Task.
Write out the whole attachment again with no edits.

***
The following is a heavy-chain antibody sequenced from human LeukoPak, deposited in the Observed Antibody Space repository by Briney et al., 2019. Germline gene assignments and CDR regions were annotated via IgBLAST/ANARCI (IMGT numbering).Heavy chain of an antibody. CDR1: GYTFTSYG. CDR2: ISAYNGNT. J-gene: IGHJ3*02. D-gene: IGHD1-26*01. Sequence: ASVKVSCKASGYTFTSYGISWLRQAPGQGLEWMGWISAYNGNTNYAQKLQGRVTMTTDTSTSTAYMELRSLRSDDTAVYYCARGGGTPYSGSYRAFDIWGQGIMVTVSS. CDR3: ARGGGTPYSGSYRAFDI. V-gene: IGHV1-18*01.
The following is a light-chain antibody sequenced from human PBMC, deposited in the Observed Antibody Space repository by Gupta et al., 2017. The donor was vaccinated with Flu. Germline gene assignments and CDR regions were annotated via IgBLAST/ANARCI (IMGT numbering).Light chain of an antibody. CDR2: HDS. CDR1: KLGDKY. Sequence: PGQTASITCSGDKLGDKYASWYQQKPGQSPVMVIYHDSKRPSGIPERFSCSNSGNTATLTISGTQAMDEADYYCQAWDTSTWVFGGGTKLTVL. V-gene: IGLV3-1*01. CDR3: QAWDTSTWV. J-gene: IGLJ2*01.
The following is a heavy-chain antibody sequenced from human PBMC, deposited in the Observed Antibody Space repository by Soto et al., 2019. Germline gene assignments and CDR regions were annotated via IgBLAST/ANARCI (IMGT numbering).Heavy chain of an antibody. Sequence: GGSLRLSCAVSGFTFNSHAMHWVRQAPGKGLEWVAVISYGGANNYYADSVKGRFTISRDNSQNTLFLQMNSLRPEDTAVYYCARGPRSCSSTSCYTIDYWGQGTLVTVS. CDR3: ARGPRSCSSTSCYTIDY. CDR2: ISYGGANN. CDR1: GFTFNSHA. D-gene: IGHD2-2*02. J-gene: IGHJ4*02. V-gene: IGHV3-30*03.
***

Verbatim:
The following is a heavy-chain antibody sequenced from human LeukoPak, deposited in the Observed Antibody Space repository by Briney et al., 2019. Germline gene assignments and CDR regions were annotated via IgBLAST/ANARCI (IMGT numbering).Heavy chain of an antibody. CDR1: GYTFTSYG. CDR2: ISAYNGNT. J-gene: IGHJ3*02. D-gene: IGHD1-26*01. Sequence: ASVKVSCKASGYTFTSYGISWLRQAPGQGLEWMGWISAYNGNTNYAQKLQGRVTMTTDTSTSTAYMELRSLRSDDTAVYYCARGGGTPYSGSYRAFDIWGQGIMVTVSS. CDR3: ARGGGTPYSGSYRAFDI. V-gene: IGHV1-18*01.
The following is a light-chain antibody sequenced from human PBMC, deposited in the Observed Antibody Space repository by Gupta et al., 2017. The donor was vaccinated with Flu. Germline gene assignments and CDR regions were annotated via IgBLAST/ANARCI (IMGT numbering).Light chain of an antibody. CDR2: HDS. CDR1: KLGDKY. Sequence: PGQTASITCSGDKLGDKYASWYQQKPGQSPVMVIYHDSKRPSGIPERFSCSNSGNTATLTISGTQAMDEADYYCQAWDTSTWVFGGGTKLTVL. V-gene: IGLV3-1*01. CDR3: QAWDTSTWV. J-gene: IGLJ2*01.
The following is a heavy-chain antibody sequenced from human PBMC, deposited in the Observed Antibody Space repository by Soto et al., 2019. Germline gene assignments and CDR regions were annotated via IgBLAST/ANARCI (IMGT numbering).Heavy chain of an antibody. Sequence: GGSLRLSCAVSGFTFNSHAMHWVRQAPGKGLEWVAVISYGGANNYYADSVKGRFTISRDNSQNTLFLQMNSLRPEDTAVYYCARGPRSCSSTSCYTIDYWGQGTLVTVS. CDR3: ARGPRSCSSTSCYTIDY. CDR2: ISYGGANN. CDR1: GFTFNSHA. D-gene: IGHD2-2*02. J-gene: IGHJ4*02. V-gene: IGHV3-30*03.